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Actor’s real life experience inspires directorial debut

Actor’s real life experience inspires directorial debut

Fotograma de la película Panic 5 Bravo. Still from the film Panic 5 Bravo. Via Facebook
Still from the film Panic 5 Bravo. Via Facebook

By Laura Waxmann

With an acting career that spans nearly two decades, Kuno Becker has lived many lives through his diverse roles. On his path from telenovelas to the U.S. cinema, the Mexican actor once broke both ankles while training for his portrayal of a professional soccer player in the internationally acclaimed “Goal!” trilogy.

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But perhaps Becker’s most meaningful work stems from an ambulance ride-along in Mexico City, which prompted him to take on his biggest role yet: director of his very own film.


Becker’s unique lens and ability as an actor to connect with the best and worst of human behavior, inform the premise for “Panic 5 Bravo,” a 90-minute thriller that launched in the United States on Dec. 5.

With the U.S.-Mexico border as its backdrop, the film unfolds inside of the ambulance of four paramedics stationed in Arizona, who break strict protocol by crossing the border to rescue a man suffering from a gunshot wound. Their intention to do the right thing is quickly turned into a terrifying experience as they become trapped and tormented inside of the vehicle.

Besides writing and directing the film, Becker also took on the leading role—a venture that he says was challenging but extremely rewarding.

“I had so much fun that I want to do it again,” said Becker, who shot the film in less than three weeks on what he calls an “ultra-low” budget. “Finding people that actually believe in you and have this crazy faith that you can do it all is actually the hard part.”

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While Becker said he’s always had the urge to contribute more to the creative process of making a movie, it wasn’t until inspiration hit him—literally overnight—that he seriously considered transforming his directorial aspirations into reality.

“I was shooting a documentary in Mexico City about what happens in the city at night—I was trying to find some sort of hope in the middle of this crazy violence that we are living in,” said Becker, who grew up in Mexico City. “I was taping real-life heroes that are working around the clock to save lives—because I really do believe that there are a lot of good people there.”

Kuno Becker_01web

With an acting career that spans nearly two decades, Kuno Becker has lived many lives through his diverse roles. On his path from telenovelas to the U.S. cinema, the Mexican actor once broke both ankles while training for his portrayal of a professional soccer player in the internationally acclaimed “Goal!” trilogy.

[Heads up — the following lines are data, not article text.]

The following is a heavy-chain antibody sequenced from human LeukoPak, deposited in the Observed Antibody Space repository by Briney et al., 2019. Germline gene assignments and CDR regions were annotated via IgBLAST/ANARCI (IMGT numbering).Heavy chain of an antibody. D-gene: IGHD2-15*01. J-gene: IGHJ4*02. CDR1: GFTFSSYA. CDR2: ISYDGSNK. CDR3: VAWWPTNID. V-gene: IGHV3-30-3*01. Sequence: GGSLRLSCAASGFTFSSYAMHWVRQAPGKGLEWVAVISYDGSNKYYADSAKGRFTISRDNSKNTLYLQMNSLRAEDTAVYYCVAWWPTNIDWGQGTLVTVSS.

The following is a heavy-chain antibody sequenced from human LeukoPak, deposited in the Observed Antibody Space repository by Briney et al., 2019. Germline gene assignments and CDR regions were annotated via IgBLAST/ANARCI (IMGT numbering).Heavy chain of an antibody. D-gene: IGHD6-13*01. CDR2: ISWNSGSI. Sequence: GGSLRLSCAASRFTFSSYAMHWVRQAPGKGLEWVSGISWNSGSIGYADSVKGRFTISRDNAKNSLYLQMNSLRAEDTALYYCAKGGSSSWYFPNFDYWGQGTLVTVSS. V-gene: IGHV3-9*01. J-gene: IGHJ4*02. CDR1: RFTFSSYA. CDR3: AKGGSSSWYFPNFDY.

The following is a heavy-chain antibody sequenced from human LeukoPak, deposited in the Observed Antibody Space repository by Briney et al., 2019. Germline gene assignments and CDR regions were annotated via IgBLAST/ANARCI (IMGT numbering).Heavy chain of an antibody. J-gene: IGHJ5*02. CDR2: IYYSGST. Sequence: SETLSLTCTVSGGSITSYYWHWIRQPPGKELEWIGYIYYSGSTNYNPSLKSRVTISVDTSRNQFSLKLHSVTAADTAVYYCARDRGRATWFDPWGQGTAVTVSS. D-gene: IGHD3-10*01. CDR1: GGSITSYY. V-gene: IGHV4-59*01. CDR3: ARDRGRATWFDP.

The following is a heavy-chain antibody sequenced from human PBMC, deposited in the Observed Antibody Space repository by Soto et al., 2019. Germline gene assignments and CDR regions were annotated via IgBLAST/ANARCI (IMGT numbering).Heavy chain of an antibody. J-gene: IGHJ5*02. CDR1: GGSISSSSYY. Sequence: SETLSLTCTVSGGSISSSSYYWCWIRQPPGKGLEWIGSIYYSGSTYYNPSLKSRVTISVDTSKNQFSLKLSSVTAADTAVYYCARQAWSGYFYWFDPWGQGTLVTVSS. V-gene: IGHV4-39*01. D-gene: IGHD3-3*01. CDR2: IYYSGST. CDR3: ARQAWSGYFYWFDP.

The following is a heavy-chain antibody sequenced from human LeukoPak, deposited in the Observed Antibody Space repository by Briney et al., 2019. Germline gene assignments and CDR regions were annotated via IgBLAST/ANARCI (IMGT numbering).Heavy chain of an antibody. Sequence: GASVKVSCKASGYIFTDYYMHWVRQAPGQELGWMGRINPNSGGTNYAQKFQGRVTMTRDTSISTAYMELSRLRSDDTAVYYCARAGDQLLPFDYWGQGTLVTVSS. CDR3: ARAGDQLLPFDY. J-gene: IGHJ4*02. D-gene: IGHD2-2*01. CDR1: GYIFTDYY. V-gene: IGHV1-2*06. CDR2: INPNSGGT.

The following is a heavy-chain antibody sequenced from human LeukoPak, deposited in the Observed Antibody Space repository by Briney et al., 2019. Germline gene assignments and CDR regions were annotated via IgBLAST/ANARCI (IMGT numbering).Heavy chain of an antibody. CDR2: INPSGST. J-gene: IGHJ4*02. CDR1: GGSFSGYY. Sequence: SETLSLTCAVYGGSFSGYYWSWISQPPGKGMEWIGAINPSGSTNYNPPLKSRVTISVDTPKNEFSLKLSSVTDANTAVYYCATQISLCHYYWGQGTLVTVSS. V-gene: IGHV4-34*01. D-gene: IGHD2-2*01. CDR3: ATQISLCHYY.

While shooting for the documentary, which follows paramedics working night shifts in Mexico’s capital, Becker suddenly found himself in the middle of a “5 Bravo” call—the country’s distress code signaling a shooting incident.

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“We picked up a guy who was shot, and we lived these crazy circumstances that totally changed my life,” said Becker. “I saw him fight for his life. It was a really stressful situation that moved me to tell this story.”

Though making a feature-length film was not his original intention, Becker felt inspired to tell about the experience, and began writing a story that would become the script for his directorial debut.

“What we have to do as entertainers is to entertain—but I always felt that I needed to do a little bit more in terms of my contributions,” said Becker. “What better way to do that than by telling about something that you think is going to be entertaining to the audience, but that also has important premises that say something about what is going on in your life, in your country, or in this case, along the U.S.-Mexico border.”

Becker hopes that those who view his film will follow the thread of social commentary that is subtly woven throughout, which highlights the sensitive relationship between the United States and Mexico.

“I didn’t just want to do another movie where all the Mexican mafia and drug lords are the only bad guys. I think that [the violence at the border] is a problem that we share with the United States,” said Becker. “To me, it’s a little naive to think that the United States are not related to this incredibly complex drug war that we are fighting, in Mexico.”

Story by: Laura Waxmann

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